Poker News

After almost ten days of silence following a hearing, the Alderney Gambling Control Commission (AGCC) has reportedly revoked the primary license for the online poker site Full Tilt Poker this morning, according to several reputable news outlets.

The Wall Street Journal is reporting that the AGCC decided that the ownership of what was the second largest online poker operation in the industry “fundamentally misled the AGCC about its (Full Tilt’s) funds.” Forbes.com points out some of the offenses that led to the revocation of the license in an official statement from the head of the AGCC.

According to a statement from Andre Wilsenach, the executive director of the AGCC, “Full Tilt Poker had fundamentally misled AGCC about their operational integrity by continuously reporting as liquid funds balances that had been covertly seized or restrained by U. S. authorities, or that were otherwise not actually available to the operator. Serious breaches of AGCC regulations include false reporting, unauthorised provision of credit, and failure to report material events.”

The decision by the AGCC came after six days of hearings this month and back in July, when Full Tilt Poker was able to get a continuation of the hearing. It also was able to get the hearings, which were held in public in London in July, to be held in private, supposedly so that any potential negotiations with investors or buyers wouldn’t be impacted.

The revocation of the license means that, for all practical purposes, Full Tilt Poker is dead. There are still questions, however, as to how the players who still have money on the site will be handled. For his part, Wilsenach seemed to not care about the players or the site’s future.

As to the rumors that the site was looking to be sold and that a revocation would irrevocably damage the company, Wilsenach stated, “It is important to note that the revocation of Full Tilt Poker’s licenses does not, as has been suggested, prevent a reactivation of the business under new ownership and management.” Full Tilt had asked the AGCC to issue a continuance to allow them to negotiate with an alleged French buyer, but the AGCC felt that there had been enough time and that it was in the public and players’ interest to not delay the decision any further.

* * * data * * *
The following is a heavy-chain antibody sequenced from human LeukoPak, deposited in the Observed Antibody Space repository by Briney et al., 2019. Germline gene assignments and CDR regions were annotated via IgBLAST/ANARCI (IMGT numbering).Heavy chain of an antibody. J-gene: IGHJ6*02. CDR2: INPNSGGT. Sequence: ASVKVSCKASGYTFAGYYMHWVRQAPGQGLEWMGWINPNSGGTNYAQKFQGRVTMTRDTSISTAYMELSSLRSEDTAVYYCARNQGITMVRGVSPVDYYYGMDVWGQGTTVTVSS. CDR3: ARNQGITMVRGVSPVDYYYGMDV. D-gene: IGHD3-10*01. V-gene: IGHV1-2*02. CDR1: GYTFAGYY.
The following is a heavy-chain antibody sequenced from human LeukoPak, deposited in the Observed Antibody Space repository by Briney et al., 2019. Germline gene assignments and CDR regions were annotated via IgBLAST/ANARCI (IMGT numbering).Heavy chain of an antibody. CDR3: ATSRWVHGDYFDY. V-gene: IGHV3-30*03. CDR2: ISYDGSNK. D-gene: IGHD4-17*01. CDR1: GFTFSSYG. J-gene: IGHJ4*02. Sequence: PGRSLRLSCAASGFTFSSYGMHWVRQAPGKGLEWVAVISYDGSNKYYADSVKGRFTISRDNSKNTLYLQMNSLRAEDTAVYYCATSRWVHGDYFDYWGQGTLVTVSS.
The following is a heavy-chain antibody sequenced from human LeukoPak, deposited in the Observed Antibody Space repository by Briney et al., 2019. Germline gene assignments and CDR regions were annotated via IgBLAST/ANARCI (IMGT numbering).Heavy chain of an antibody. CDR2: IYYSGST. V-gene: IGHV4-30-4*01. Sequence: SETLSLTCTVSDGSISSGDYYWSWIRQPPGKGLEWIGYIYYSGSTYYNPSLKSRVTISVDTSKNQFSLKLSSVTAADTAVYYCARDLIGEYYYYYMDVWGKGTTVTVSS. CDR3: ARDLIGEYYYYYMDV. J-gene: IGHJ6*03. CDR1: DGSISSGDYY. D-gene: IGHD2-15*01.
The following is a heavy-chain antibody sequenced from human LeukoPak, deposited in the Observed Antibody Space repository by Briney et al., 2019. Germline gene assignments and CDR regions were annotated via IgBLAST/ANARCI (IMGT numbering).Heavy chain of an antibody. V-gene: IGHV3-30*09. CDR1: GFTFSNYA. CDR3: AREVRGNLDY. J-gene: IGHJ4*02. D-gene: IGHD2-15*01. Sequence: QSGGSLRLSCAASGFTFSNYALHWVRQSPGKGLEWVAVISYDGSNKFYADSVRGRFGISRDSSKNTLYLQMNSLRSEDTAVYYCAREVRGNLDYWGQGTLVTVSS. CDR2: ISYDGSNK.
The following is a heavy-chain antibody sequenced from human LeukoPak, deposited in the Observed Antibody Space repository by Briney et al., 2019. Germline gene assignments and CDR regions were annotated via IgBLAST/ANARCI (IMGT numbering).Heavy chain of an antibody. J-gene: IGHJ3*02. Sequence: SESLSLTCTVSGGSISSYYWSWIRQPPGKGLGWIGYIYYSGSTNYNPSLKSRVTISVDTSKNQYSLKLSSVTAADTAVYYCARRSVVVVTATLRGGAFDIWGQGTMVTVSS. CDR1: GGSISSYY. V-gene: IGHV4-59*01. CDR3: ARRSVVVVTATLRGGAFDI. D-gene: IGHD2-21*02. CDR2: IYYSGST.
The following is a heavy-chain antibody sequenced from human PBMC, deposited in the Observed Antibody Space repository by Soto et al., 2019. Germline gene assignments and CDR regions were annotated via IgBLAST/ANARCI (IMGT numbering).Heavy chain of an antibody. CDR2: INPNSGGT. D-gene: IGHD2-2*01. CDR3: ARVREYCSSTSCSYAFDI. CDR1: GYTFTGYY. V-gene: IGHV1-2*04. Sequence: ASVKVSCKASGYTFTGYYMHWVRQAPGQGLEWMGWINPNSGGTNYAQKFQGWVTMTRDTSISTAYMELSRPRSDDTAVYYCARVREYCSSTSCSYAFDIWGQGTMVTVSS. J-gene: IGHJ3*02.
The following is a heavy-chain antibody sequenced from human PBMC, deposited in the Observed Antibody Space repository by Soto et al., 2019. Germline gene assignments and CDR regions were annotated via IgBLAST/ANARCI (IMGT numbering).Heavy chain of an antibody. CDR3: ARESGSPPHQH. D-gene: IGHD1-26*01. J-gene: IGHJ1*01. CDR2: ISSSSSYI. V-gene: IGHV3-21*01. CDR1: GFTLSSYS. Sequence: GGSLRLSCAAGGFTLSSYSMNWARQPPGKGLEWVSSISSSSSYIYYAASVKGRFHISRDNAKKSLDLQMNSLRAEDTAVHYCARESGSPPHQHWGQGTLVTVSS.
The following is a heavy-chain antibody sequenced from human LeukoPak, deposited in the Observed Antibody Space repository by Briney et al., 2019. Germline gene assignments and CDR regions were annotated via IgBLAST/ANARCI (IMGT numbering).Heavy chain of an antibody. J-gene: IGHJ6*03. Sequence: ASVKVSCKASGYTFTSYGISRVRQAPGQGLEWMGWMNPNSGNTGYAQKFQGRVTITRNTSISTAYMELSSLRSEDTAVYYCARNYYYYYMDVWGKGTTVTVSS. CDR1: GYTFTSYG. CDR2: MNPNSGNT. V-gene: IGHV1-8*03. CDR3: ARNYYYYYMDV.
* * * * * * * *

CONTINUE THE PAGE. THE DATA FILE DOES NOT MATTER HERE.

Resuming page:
When it comes to the players, Wilsenach did not provide a lifeline, suggesting that it was out of the AGCC’s hands. “Unresolved claims by players against Full Tilt Poker become a matter for the police and civil authorities,” Wilsenach said in the statement to the media. “Now that Full Tilt Poker’s licenses have been revoked, AGCC no longer has jurisdiction over these companies.”

The Full Tilt Poker saga has transfixed the online gaming industry and was a devastating blow to Americans who played on the site. After pulling out of the U. S. market following the “Black Friday” indictments in April, Full Tilt Poker was able to continue serving international players until their AGCC license was revoked in June. The April 15 indictments were amended last week with considerable drama.

In the amended complaint filed last week by Preet Bharara, the U. S. Attorney for the Southern District of New York, Bharara alleged that Full Tilt Poker was a “Ponzi scheme” that defrauded players out of $443 million. In amending the complaint, Bharara added poker professionals Howard Lederer, Chris “Jesus” Ferguson and Rafe Furst to the list of companies and individuals named in the indictment. Bharara alleges that most of the $443 million went to pay the board of directors, of which Lederer, Ferguson and Furst were allegedly a part of, and other executives in the company.

Reaction to the revocation is flooding the poker message boards. At Two Plus Two, the wrath of players is not just directed at Full Tilt but also surprisingly at the AGCC for not giving Full Tilt the time to complete their sale. “So stupid they couldn’t wait one more week,” poster “Ditch Digger” stated. Other players are furious at the AGCC for not previously protecting the players when Full Tilt Poker first started having trouble.

Although the AGCC license is dead, this doesn’t mean that the Full Tilt Poker story is over. There are possibilities that the current ownership could get another gaming license with another regulatory agency (highly unlikely given the current “black mark” against the group) or that, once a sale is completed, the new ownership can submit an application for a license (which could take up to three months). There is also the question of the money owed to players and how, with their business destroyed, the powers that are behind Full Tilt Poker will ever come up with hundreds of millions of dollars.

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